Friday, November 6, 2009

The importance of reading

Whenever I read a script by a new writer, I can always tell if that person has read enough professional screenplays. I'm still learning, but when I go back to my scripts from college, I realize I hadn't read enough yet and I think I've gotten a bit better. Besides committing obvious format errors, new writers often misstep with their action and description.

First off, don't make it too long. we should never see giant blocks of text. Even if you do have a lot to describe, try to break it up. Use spaces to differentiate shots, places, people, etc. I usually break up anything that's more than 4 or 5 lines - and I think you'll see that's usually the norm.

Secondly, you want your action and description to flow well and not be clunky. I think it takes time to really master this. Newbies will often be too novelistic with their prose, telling us things the characters are thinking or feeling, or giving us backstory and exposition. Screenwriting books and professors often try to nip this in the bud by demanding that you never write anything that can't be shot - but then students get scared and start writing really wooden, lifeless description like, "Sarah enters. She sits down on the chair. Paul exits." I would read the House pilot to see something that veers on the edge of too novelistic, and comedy pilots like 30 Rock for what takes a more minimalistic approach. Focus on specificity and juicy verbs. Vary your sentence structure - and know that fragments are okay, even recommended.

Too much: "She stares longingly at the couple that has been together for 5 years, thinking that they're so lucky to be so much in love. She wishes she could be in a relationship like that.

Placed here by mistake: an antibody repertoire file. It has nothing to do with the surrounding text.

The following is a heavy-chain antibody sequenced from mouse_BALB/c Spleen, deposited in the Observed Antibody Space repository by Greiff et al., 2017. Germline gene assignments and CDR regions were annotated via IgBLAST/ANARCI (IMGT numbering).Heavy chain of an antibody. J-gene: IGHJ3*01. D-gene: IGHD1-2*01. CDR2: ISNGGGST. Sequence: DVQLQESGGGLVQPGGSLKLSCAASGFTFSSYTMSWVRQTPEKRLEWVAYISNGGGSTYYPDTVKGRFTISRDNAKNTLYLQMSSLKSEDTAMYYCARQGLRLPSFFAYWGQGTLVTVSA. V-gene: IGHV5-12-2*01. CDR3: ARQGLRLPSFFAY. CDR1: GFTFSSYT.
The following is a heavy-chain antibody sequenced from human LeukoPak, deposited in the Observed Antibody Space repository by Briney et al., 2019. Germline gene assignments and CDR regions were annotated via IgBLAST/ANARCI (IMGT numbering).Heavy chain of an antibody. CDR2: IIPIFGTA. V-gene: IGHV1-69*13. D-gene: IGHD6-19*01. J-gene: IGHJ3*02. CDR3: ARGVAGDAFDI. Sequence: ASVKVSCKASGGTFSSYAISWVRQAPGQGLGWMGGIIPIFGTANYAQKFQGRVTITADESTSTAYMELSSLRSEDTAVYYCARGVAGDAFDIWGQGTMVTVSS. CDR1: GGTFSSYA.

Not enough: "She gazes at them."

Better: "She watches them, envious. So this is what love looks like."

The only way to get a sense of this stuff is to read, read, read. You can check out real scripts at Pilot School and Simply Scripts (linked at right), though don't waste your time with any transcripts at Simply Scripts - you want to read what the screenwriters originally wrote, not what a viewer has transcribed.

Reading also helps with scene pacing, dialogue, structure, etc. You should probably be reading at least a script a week, if not more.

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Kristan said...

In my screenwriting classes we also used Internet Movie Screenplay Database:

(Play on IMDB, of course.)

Dan Williams said...

Good points! I read from novels everyday and the occasional non-fiction book, but I should work in at least a script a week. The last one I read was for Spielberg's and Tom Cruise's, "War of the Worlds." And you're right, it was very spare, and had lots of white space, but was it ever a good read!